Rural areas are usually seen as places for raw material extraction, cheap land, and cheap labor to produce goods for urban centers. Produce, oil, livestock, windfarms, and timber all exist within rural areas and the primary consumers are in urban centers. Meanwhile, urban centers are seen as places of commerce and innovation. Rural areas are romanticized, but urban areas are glamorized. When we think of succeeding financially or making scientific advancements, we seldom think of leaving a city for an open swath of land. This is dehumanizing for those living in rural areas and ignores the potential of those who do not live in urban centers. Differences in economic development yield differences in political and social interests as well. Divergences in economic, political, and social interests can have destabilizing effects.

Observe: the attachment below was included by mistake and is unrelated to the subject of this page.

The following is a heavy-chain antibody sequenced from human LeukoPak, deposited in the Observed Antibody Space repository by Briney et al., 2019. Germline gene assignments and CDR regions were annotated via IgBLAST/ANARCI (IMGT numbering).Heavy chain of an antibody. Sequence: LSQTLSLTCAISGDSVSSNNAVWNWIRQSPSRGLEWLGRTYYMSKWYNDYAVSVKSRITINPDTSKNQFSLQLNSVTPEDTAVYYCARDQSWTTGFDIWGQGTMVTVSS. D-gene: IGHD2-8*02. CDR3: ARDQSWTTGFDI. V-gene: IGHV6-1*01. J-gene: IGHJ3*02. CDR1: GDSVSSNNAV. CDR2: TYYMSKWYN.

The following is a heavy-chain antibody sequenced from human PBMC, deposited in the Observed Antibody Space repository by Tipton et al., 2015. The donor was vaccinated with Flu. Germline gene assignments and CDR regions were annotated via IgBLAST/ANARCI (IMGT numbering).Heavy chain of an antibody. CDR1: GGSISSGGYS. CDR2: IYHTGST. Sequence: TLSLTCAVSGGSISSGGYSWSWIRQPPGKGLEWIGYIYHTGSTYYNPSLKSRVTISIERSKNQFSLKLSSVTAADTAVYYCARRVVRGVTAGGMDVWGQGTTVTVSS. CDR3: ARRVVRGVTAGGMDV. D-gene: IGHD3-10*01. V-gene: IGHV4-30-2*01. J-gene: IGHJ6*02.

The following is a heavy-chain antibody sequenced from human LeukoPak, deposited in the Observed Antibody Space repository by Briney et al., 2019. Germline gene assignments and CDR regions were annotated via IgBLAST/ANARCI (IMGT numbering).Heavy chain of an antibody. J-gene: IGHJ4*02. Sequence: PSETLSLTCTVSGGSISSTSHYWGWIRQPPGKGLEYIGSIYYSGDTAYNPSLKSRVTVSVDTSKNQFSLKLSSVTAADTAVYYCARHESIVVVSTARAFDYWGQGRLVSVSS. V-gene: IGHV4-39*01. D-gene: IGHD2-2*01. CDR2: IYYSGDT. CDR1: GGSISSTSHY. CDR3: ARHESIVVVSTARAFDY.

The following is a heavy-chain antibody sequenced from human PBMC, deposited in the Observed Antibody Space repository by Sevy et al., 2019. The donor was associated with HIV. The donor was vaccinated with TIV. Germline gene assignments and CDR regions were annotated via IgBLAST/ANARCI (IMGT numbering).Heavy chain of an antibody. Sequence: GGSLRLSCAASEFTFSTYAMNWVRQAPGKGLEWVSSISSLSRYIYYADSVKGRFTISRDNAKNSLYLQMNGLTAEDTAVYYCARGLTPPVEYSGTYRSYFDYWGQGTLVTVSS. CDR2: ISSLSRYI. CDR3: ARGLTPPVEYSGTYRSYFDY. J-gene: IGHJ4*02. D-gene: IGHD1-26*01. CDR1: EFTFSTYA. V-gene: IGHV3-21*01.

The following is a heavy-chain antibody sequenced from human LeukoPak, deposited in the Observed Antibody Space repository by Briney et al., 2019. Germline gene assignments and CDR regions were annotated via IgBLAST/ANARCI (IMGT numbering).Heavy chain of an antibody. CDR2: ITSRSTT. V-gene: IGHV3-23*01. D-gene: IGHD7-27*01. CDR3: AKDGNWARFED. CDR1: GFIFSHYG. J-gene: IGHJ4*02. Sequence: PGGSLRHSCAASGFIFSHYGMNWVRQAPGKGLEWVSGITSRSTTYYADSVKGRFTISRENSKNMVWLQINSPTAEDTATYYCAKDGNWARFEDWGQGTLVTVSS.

Businesses already recognize that rural areas offer cheaper land and labor compared to urban centers. As deglobalization accelerates, the exploitation that characterized aspects of globalization will continue domestically. With globalization companies recognized they could produce goods more cheaply in one country rather than another, so they moved production abroad. Deglobalization requires onshoring jobs. Companies will open production and distribution centers in rural areas—as they already have—while keeping more financially lucrative jobs in urban centers. Government officials and policy makers enable this behavior by providing labor training programs through rural universities and trade schools rather than bolstering programs aimed at training computer scientists, engineers, accountants, and entrepreneurs through rural institutions.